Rosh Hashanah (literally, "Head of the Year") refers to the celebration of the Jewish New Year. The holiday is observed on the first day of the Hebrew month of Tishrei, which usually falls in September or October (this year it starts on the 29th of September, which is next Monday), and marks the beginning of a ten-day period of prayer, self-examination and repentance, which culminate on the fast day of Yom Kippur. These ten days are referred to as Yamim Noraim, the Days of Awe or the High Holy Days. While there are elements of joy and celebration, Rosh Hashanah is a deeply religious occasion. The customs and symbols of Rosh Hashanah reflect the holiday's dual emphasis, happiness and humility. Special customs observed on Rosh Hashanah include; the sounding of the shofar, using round challah, eating apples and honey (and other sweet foods) for a sweet new year. There is also a customary service observed before Rosh Hashanah. S'lichot, meaning forgiveness, refers to the penitential prayers recited by Jews prior to the onset of the High Holiday season. It is a solemn and fitting preparation for ten days of reflection and self-examination. We have all called it "Rush a-homa," as this is a holiday where you have to be home by sunset but there is, however, one important similarity between the Jewish New Year and the American one: Many Americans use the New Year as a time to plan a better life, making "resolutions." Likewise, the Jewish New Year is a time to begin introspection, looking back at the mistakes of the past year and planning the changes to make in the new year. CHICKEN AND MATZO BALL SOUP Recipe courtesy Second Avenue Deli INGREDIENTS 1 pound chicken parts (wings, necks, and bones) 2 stalks celery, including leafy tops, cut into 3-inch pieces 1 whole chicken Salt and pepper, to rub inside chicken 1 large whole onion, unpeeled 1 large whole carrot, peeled 1 medium whole parsnip, peeled 2 teaspoons salt 1/4 teaspoon pepper 1 bunch dill, tied with a string Matzo Balls, recipe follows METHOD Pour 12 cups of cold water into a large stockpot, and add the chicken parts and celery. Bring to a boil. Meanwhile, rub the inside of the whole chicken with the salt and pepper. Add the chicken to the pot, cover, reduce heat, and simmer gently for 45 minutes. Do not let the soup come to a rolling boil. Test chicken with a fork to see if it is tender and fully cooked; then remove it from the pot, and set aside on a large platter. Leave chicken parts in the pot. Add onion, carrot, parsnip, salt and pepper. Let the soup simmer for another 1 hour and 15 minutes. When chicken cools, remove skin and bones and cut meat into bite-size pieces. You can add it to the soup, just before serving, or save it for chicken salad. Strain the soup, and discard all solids except the carrot. Drop in the dill for 1 minute before serving and remove. Add more salt and pepper, to taste. Slice carrot and return to the soup. Also add the chicken pieces, if desired. The soup can be served with noodles, rice, or kasha and a matzo ball. The soup tastes best the following day. Allow the soup to cool and skim the fat from the top. MATZO BALLS Yield: about 12 to 14 INGREDIENTS 1 tablespoon plus 1/4 teaspoon salt 4 large eggs 1/3 cup Schmaltz and Gribines. This recipe uses the fat and skin from about 4 chickens. It will keep in your freezer. For even more flavorful schmaltz, add a few cloves garlic. 4 cups chicken fat and skin, cut into 1/2-inch pieces or smaller Kosher salt Pinch pepper 1 cup onion, sliced into rings about 1/8-inch thick 2 cloves garlic, minced, optional Wash fat and skin well in a colander, and pat dry. Place in a heavy skillet, and sprinkle lightly with salt and pepper. Cook, uncovered, over low heat (you can turn heat up a bit once the fat has begun melting). When the fat starts to melt and gets slightly brown, add onions and garlic cloves, if using, and continue cooking until onions and cracklings are golden brown and crunchy. Remove from heat and let cool partially. Then strain over a bowl to remove onions and cracklings, and refrigerate them in a covered glass jar. Pour schmaltz into another jar, cover, and refrigerate until ready to use. Yield: about 2 cups 1/4 teaspoon pepper 1 tablespoon baking powder 1 1/3 cups matzo meal METHOD Fill a large, wide stockpot 3/4 full with water. Add 1 tablespoon salt, and bring to a rapid boil. Meanwhile, crack eggs into a large bowl and beat thoroughly. Beat in schmaltz, 1/4 teaspoon salt, pepper, and baking powder. Slowly fold in matzo meal, mixing vigorously until completely blended. Wet your hands, and folding the mixture in your palms, shape perfect balls about 1 1/4 inches in diameter (they will double in size when cooked). Gently place the matzo balls in the boiling water, and reduce heat to a simmer. Cook for 25 minutes. Remove with a slotted spoon and place 1 or 2 in each bowl of soup. AND FINALLY... Meyer, a lonely widower, was walking home one night when he passed a pet store (perhaps a PetSmart) and heard a squawking voice shouting out in Yiddish, "Quawwwwk ... vus machst du ... yeah, du ... outside, standing like a schlemiel ... eh?" Meyer rubbed his eyes and ears. He couldn't believe it. The proprietor sprang out of the door and grabbed Meyer by the sleeve. "Come in here, fella, and check out this parrot." Meyer stood in front of an African Grey that cocked his little head and said, "Vus? Ir kent reddin Yiddish?" Meyer turned excitedly to the store owner. "He speaks Yiddish?" In a matter of moments, Meyer had placed five hundred dollars down on the counter and carried the parrot in his cage away with him. All night he talked with the parrot in Yiddish. He told the parrot about his father's adventures coming to America, about how beautiful his mother was when she was a young bride, about his family, about his years of working in the garment center, about Florida. The parrot listened and commented. They shared some walnuts. The parrot told him of living in the pet store, how he hated the weekends. Finally, they both went to sleep. Next morning, Meyer began to put on his tefillin, all the while saying his prayers. The parrot demanded to know what he was doing, and when Meyer explained, the parrot wanted to do it too. Meyer went out and handmade a miniature set of tefillin for the parrot. The parrot wanted to learn to daven, so Meyer taught him how read Hebrew, and taught him every prayer in the Siddur with the appropriate nussach for the daily services. Meyer spent weeks and months sitting and teaching the parrot the Torah, Mishnah and Gemara. In time, Meyer came to love and count on the parrot as a friend and a Jew. On the morning of Rosh Hashanah, Meyer rose, got dressed and was about to leave when the parrot demanded to go with him. Meyer explained that Shul was not a place for a bird, but the parrot made a terrific argument and was carried to Shul on Meyer's shoulder. Needless to say, they made quite a sight when they arrived at the Shul, and Meyer was questioned by everyone, including the Rabbi and Cantor, who refused to allow a bird into the building on the High Holy Days. However, Meyer convinced them to let him in this one time, swearing that the parrot could daven. Wagers were made with Meyer. Thousands of dollars were bet that the parrot could NOT daven, could not speak Yiddish or Hebrew, etc. All eyes were on the African Grey during services. The parrot perched on Meyer's shoulder as one prayer and song passed - Meyer heard not a peep from the bird. He began to become annoyed, slapping at his shoulder and mumbling under his breath, "Daven!" Nothing. "Daven ... feigelleh, please! You can daven, so daven ... come on, everybody's looking at you!" Nothing. After Rosh Hashanah services were concluded, Meyer found that he owed his Shul buddies and the Rabbi over four thousand dollars. He marched home quite upset, saying nothing. Finally several blocks from the Shul, the bird, happy as a lark, began to sing an old Yiddish song. Meyer stopped and looked at him. "You miserable bird, you cost me over four thousand dollars. Why? After I made your tefillin, taught you the morning prayers, and taught you to read Hebrew and the Torah. And after you begged me to bring you to Shul on Rosh Hashanah, why? Why did you do this to me?" "Don't be a schlemiel," the parrot replied. "You know what odds we'll get at Yom Kippur?!"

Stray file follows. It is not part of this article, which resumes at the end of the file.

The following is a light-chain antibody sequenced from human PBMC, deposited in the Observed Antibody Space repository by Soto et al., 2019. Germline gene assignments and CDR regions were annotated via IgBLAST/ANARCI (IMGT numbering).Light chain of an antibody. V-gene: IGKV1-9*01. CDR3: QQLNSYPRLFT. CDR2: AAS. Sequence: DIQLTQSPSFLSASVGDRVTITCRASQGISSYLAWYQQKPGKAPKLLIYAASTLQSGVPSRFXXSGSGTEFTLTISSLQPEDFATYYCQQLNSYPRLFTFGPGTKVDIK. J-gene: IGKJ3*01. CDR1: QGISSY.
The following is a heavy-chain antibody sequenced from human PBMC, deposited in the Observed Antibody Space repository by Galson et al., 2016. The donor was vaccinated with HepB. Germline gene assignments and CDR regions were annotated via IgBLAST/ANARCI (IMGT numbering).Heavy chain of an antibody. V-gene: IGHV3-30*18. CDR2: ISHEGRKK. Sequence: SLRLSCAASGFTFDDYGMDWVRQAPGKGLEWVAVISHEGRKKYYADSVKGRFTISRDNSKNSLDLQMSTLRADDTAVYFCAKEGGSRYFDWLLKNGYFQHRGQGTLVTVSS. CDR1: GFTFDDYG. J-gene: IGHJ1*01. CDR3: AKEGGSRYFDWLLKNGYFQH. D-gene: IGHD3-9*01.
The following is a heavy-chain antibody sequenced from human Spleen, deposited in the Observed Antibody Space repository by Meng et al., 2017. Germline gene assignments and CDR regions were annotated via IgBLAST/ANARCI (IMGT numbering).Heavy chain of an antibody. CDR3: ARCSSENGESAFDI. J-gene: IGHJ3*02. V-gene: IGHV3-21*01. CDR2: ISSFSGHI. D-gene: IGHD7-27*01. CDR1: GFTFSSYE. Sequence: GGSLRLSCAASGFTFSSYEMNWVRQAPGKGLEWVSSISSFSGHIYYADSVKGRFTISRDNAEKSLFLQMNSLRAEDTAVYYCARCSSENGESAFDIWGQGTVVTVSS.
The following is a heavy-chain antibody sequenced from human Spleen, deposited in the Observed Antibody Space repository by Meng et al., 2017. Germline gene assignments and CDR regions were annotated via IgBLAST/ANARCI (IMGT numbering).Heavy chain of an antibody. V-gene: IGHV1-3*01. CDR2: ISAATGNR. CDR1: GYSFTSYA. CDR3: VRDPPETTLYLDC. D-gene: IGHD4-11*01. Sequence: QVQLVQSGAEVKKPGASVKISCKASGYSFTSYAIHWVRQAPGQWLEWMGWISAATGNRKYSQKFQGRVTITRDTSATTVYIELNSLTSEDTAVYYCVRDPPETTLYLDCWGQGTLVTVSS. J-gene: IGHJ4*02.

Why Martin McGuinness will be remembered for hundreds of years to come